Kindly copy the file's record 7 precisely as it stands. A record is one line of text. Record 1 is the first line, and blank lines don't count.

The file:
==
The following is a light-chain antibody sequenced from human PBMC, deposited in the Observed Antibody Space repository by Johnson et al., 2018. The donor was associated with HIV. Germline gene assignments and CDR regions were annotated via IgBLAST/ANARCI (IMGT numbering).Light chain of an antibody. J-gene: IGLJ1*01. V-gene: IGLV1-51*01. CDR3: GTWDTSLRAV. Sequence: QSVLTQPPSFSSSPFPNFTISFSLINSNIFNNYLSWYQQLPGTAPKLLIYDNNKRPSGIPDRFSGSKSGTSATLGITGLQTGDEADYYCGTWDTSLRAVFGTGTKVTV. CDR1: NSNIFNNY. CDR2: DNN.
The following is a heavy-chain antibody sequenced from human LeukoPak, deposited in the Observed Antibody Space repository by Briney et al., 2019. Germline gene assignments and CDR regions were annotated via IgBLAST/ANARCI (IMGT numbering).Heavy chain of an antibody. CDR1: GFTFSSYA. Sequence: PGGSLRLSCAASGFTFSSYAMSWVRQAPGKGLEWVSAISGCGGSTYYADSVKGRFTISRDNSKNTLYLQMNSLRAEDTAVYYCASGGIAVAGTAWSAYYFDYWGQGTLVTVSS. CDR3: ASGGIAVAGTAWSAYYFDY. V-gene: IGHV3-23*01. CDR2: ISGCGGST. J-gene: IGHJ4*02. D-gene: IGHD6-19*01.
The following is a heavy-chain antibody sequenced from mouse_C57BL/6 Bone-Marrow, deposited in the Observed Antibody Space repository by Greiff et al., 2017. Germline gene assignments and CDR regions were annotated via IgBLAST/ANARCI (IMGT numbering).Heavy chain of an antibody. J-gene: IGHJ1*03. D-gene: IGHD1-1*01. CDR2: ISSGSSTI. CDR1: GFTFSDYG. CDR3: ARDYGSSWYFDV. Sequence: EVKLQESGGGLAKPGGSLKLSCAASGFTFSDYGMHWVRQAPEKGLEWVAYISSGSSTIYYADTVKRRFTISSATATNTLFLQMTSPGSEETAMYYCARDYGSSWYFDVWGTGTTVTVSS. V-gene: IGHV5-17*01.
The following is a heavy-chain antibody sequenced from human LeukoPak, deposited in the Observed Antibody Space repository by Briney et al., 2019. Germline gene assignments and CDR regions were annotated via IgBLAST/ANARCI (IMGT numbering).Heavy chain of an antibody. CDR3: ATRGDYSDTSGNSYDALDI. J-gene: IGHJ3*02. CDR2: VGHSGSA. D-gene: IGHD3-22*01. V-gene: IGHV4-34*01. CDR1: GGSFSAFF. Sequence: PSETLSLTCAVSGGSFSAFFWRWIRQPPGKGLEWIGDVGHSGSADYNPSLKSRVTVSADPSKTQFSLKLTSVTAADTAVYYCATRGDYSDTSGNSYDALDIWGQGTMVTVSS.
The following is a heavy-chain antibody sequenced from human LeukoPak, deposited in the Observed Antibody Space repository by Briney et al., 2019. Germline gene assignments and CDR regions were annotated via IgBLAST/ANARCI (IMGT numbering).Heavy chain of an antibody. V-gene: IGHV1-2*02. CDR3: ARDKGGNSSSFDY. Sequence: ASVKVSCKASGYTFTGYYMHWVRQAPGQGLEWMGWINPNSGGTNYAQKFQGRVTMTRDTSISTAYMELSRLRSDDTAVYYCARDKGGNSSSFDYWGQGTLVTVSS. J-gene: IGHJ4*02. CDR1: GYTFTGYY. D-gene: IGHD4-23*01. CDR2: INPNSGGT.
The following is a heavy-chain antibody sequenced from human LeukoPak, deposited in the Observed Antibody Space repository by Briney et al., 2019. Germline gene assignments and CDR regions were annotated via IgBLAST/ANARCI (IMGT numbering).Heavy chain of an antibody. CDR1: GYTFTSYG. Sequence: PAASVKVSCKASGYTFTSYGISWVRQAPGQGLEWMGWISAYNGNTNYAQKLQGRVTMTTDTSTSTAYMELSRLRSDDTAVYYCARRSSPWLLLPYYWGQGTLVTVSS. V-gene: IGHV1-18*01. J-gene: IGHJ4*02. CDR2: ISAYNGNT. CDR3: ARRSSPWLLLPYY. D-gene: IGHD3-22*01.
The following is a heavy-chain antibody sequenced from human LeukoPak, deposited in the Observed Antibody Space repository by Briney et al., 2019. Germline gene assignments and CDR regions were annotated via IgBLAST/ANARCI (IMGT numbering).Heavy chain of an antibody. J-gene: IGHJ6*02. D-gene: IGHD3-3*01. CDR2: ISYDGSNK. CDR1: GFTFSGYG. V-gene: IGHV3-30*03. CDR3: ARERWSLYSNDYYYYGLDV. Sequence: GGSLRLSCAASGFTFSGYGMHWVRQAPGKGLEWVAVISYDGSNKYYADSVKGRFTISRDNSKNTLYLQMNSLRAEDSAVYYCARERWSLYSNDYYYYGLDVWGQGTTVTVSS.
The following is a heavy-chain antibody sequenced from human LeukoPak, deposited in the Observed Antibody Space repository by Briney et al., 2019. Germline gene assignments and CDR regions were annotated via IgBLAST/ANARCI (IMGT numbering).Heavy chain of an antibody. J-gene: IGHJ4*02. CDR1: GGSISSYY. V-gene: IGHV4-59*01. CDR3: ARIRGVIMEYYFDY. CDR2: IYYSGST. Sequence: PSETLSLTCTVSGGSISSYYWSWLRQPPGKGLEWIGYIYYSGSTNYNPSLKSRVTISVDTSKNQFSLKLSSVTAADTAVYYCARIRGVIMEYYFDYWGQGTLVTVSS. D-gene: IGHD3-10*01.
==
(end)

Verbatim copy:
The following is a heavy-chain antibody sequenced from human LeukoPak, deposited in the Observed Antibody Space repository by Briney et al., 2019. Germline gene assignments and CDR regions were annotated via IgBLAST/ANARCI (IMGT numbering).Heavy chain of an antibody. J-gene: IGHJ6*02. D-gene: IGHD3-3*01. CDR2: ISYDGSNK. CDR1: GFTFSGYG. V-gene: IGHV3-30*03. CDR3: ARERWSLYSNDYYYYGLDV. Sequence: GGSLRLSCAASGFTFSGYGMHWVRQAPGKGLEWVAVISYDGSNKYYADSVKGRFTISRDNSKNTLYLQMNSLRAEDSAVYYCARERWSLYSNDYYYYGLDVWGQGTTVTVSS.